I didn't actually go play in the water. You'll notice nobody was playing in the water and it was noon on a Sunday. That's because this is Rhode Island, where the water temperature is 68 degrees. (Really. I looked it up on NOAA.gov.)
The part of the beach I stood on to take the picture is known as Reject Beach -- it's the public-access part of the fancy-schmancy Bailey's Beach Club. You can't see it in the photo, but there is a rope just past where the guy is sitting all by himself that goes right down into the water and separates the fancy section (with the buildings) from the section used by lesser mortals.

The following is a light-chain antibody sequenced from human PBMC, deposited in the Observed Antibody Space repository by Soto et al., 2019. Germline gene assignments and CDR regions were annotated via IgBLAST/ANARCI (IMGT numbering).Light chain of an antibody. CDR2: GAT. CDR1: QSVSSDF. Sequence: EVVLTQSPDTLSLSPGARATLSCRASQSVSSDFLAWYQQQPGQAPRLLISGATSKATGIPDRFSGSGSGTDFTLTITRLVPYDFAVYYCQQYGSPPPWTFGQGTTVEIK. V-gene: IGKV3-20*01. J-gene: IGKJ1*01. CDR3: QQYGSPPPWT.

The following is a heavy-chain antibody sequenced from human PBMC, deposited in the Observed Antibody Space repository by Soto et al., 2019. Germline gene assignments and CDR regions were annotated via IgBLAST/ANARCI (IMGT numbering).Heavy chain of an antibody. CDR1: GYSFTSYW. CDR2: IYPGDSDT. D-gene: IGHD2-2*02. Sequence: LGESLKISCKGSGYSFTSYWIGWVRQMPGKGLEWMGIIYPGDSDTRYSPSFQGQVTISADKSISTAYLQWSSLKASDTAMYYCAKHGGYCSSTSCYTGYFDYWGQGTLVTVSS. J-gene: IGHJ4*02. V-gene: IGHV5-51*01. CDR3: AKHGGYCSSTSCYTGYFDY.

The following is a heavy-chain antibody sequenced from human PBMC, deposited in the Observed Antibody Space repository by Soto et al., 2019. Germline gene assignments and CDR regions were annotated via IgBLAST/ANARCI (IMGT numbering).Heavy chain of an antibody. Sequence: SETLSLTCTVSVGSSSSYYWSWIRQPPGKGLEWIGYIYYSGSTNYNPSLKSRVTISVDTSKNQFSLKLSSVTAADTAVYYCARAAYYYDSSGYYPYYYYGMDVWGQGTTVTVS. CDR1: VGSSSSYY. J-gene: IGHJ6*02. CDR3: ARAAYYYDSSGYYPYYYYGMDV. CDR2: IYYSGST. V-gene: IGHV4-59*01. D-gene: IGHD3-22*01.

Reject Beach is at the very end of Newport's Cliff Walk. As you can see, there was some fog along the shore today -- just a normal day in coastal RI. Actually, I enjoy watching the fog roll in off the ocean.
Look! It's the SS Minnow! Wow, they really got lost in the fog. The good news, though, is that there aren't any headhunters on this island. Nor, as far as I know, are there any bats who will bite you and turn you into Dracula.
For example, these Japanese Cedars are natives of Asia. From a distance they appear to be one tree, but when you get closer you can see that they are four trees planted very close together. I'm sure the planting was done for solid horticultural reasons.
But standing within the trees is like being in the middle of a group of sisters dancing with their arms entwined. I've always sought out spots like this to think about things or to read a book. I was a dreamy child, full of fanciful notions like trees being able to dance. Everyone thought I'd outgrow it. Thankfully, I never did.